I am the founder & CTO of a startup. I just discovered that one of my team members is spending couple of hours a day on his own side projects. I warned him once, but he seems stubborn and still keeps building them. Right now it doesn't have big impact on the product we are building, but it may start to have an effect soon.

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It's really simple, isn't it? You told him not to do it and he keeps doing it - I sense a deal breaker.

That being said, working for a start-up is no joke and the 'me time' goes out of the window, at times. When someone works for a company, it's a two way street - the developer is going to do his part for the company and make it great, but not at the cost of himself. He's also going to take care of himself.

I do not know why there's this new extremely infuriating trend of long hours in the valley and the software industry in general. A story is breaking out of the big 4 every other day in the valley. It's not OK to work for long hours. I don't know when it became the new normal.

Work is not the only thing in life, it's merely a part of it.

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Absolutely, the contract must be honoured. 100%. No two ways about it.

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This would depend, really.

Is your team member slacking off when it comes to company work? If yes, then firing him could make sense. You say right now it doesn't have an impact, so why not wait until you know that it is having an impact?

Maybe your employee would realize when the work from your product piles up on him and slow down with his personal projects. I really think you should give things like these time.

Employee or Developer burnout is real, and if these side projects help your employee focus better on his work, I think there shouldn't be any problem.


I agree that it really depends on the bigger picture. I can say from experience that a small portion of time allotted to a side-project can actually bring benefits to the company indirectly, especially if the side-project has clear procedural similarities in code.

That being said, I think it has to be mutually agreed upon to allot that time to a project. If you gave him a warning and he is still working on side projects, I think that borders on negligence and workplace incompetence.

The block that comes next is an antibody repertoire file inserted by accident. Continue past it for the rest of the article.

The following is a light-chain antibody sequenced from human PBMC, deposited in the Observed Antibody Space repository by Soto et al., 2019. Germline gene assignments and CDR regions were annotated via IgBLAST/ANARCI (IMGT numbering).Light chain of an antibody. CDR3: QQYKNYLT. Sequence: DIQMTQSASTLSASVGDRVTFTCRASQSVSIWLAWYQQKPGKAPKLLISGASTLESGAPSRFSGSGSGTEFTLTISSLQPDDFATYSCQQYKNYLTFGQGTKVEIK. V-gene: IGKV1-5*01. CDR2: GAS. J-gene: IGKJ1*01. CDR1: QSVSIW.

I enjoy and value side-projects just as much as the next developer, but if I can't do it at work, I'll find time to do it on the side. I think he should be able to do the same.

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I have a different perspective. Being a CTO of a startup if you are asking the developer to work for loooong hours say more than 11 hours a day then the developer cannot find non-office hours to work on side project. If the developer is good and values the work then most likely it is problem with the work culture. And as a CTO it becomes your responsibility to correct the work culture.


Most companies have a policy that any work done on premises and on company time are the property of the company. The exceptions to this are typically handled on a case-by-case basis in a contractual agreement.

If this person is valuable, it might be advisable to put out a company policy brief and discuss it with him as one final warning, advising him that from this point on, any work he does within the confines of your company's walls and on company time would be the intellectual property of your company. That might be enough for him to wise up and not work on his own stuff on company time.

If you don't feel it's worth it to keep this person around, then you've already warned him. It may be time for action.

Is his or her work beneficial (in aggregate) to your bottom line?

imho it's not about time it's about benefit.

I suppose that could get away from you if left unchecked but firing seems a tad extreme if you haven't given the side work a metric to track.

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I maybe a CTO in a very close futur (crossing fingers) and it was one of the questions an investor ask me: how I plan to manage this situation. Maybe to test my leadership and management skills.

My vision on this situation is if the developer is doing his job on time. No delay on the Gantt Chart/Scrum Rush, let him having some fun. Maybe he is testing a new framework that will have a good impact on your project. Also why don't you ask him about his side project, maybe this is something interesting and he maybe need help in advice or some co-workers with differents skills like marketing/sales to help him promote this application ? It maybe a second project for your company or just a good opportunity ? Who knows ?

But as every startup which consuming money (technology debt) and plan to reimburse it later, he have to focus on what he is paying for. So if the dev team is in a rush he have to focus on nothing else.

If you are a CTO you maybe have be a developer before or something relate. Just remember how hard it can be to focus 8hrs a day on the same algorithm. And how it's make you breath to work on something else, something new, just for an hour or two ? If you never be a developer I can tell you that's relaxing !

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